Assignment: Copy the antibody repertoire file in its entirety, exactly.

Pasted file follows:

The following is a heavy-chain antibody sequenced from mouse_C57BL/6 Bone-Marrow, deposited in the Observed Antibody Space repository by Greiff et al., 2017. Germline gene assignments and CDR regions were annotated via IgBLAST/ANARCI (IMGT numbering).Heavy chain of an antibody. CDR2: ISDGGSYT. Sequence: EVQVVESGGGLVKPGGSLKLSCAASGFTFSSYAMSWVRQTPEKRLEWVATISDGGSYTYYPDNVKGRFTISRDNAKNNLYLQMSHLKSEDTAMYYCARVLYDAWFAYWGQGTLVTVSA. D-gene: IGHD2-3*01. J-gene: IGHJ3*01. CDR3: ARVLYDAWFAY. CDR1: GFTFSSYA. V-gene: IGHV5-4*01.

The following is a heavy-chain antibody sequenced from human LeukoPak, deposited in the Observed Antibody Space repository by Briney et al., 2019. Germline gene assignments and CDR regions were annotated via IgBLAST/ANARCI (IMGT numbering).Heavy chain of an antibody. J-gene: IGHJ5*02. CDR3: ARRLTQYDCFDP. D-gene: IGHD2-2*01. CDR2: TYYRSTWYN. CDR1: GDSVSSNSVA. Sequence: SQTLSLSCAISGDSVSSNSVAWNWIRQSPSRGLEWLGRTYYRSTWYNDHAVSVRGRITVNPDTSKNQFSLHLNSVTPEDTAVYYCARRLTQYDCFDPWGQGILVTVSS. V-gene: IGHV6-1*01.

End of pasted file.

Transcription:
The following is a heavy-chain antibody sequenced from mouse_C57BL/6 Bone-Marrow, deposited in the Observed Antibody Space repository by Greiff et al., 2017. Germline gene assignments and CDR regions were annotated via IgBLAST/ANARCI (IMGT numbering).Heavy chain of an antibody. CDR2: ISDGGSYT. Sequence: EVQVVESGGGLVKPGGSLKLSCAASGFTFSSYAMSWVRQTPEKRLEWVATISDGGSYTYYPDNVKGRFTISRDNAKNNLYLQMSHLKSEDTAMYYCARVLYDAWFAYWGQGTLVTVSA. D-gene: IGHD2-3*01. J-gene: IGHJ3*01. CDR3: ARVLYDAWFAY. CDR1: GFTFSSYA. V-gene: IGHV5-4*01.

The following is a heavy-chain antibody sequenced from human LeukoPak, deposited in the Observed Antibody Space repository by Briney et al., 2019. Germline gene assignments and CDR regions were annotated via IgBLAST/ANARCI (IMGT numbering).Heavy chain of an antibody. J-gene: IGHJ5*02. CDR3: ARRLTQYDCFDP. D-gene: IGHD2-2*01. CDR2: TYYRSTWYN. CDR1: GDSVSSNSVA. Sequence: SQTLSLSCAISGDSVSSNSVAWNWIRQSPSRGLEWLGRTYYRSTWYNDHAVSVRGRITVNPDTSKNQFSLHLNSVTPEDTAVYYCARRLTQYDCFDPWGQGILVTVSS. V-gene: IGHV6-1*01.